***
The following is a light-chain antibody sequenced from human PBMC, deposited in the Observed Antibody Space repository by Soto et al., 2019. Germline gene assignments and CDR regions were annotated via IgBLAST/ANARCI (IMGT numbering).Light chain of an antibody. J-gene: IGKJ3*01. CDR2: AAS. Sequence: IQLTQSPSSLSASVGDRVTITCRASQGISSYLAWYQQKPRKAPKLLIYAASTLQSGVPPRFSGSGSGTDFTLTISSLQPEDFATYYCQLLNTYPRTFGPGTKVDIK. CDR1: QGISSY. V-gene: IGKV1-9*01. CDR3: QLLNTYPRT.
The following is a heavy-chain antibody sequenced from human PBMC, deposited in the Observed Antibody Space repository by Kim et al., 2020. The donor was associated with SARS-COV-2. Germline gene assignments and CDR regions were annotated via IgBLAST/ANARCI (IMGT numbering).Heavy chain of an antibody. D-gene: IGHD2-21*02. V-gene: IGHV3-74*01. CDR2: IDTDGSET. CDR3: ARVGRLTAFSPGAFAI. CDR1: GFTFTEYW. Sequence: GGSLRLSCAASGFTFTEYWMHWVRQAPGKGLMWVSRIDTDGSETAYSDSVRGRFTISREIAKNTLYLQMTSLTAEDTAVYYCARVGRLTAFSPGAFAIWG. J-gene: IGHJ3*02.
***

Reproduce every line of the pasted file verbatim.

The following is a light-chain antibody sequenced from human PBMC, deposited in the Observed Antibody Space repository by Soto et al., 2019. Germline gene assignments and CDR regions were annotated via IgBLAST/ANARCI (IMGT numbering).Light chain of an antibody. J-gene: IGKJ3*01. CDR2: AAS. Sequence: IQLTQSPSSLSASVGDRVTITCRASQGISSYLAWYQQKPRKAPKLLIYAASTLQSGVPPRFSGSGSGTDFTLTISSLQPEDFATYYCQLLNTYPRTFGPGTKVDIK. CDR1: QGISSY. V-gene: IGKV1-9*01. CDR3: QLLNTYPRT.
The following is a heavy-chain antibody sequenced from human PBMC, deposited in the Observed Antibody Space repository by Kim et al., 2020. The donor was associated with SARS-COV-2. Germline gene assignments and CDR regions were annotated via IgBLAST/ANARCI (IMGT numbering).Heavy chain of an antibody. D-gene: IGHD2-21*02. V-gene: IGHV3-74*01. CDR2: IDTDGSET. CDR3: ARVGRLTAFSPGAFAI. CDR1: GFTFTEYW. Sequence: GGSLRLSCAASGFTFTEYWMHWVRQAPGKGLMWVSRIDTDGSETAYSDSVRGRFTISREIAKNTLYLQMTSLTAEDTAVYYCARVGRLTAFSPGAFAIWG. J-gene: IGHJ3*02.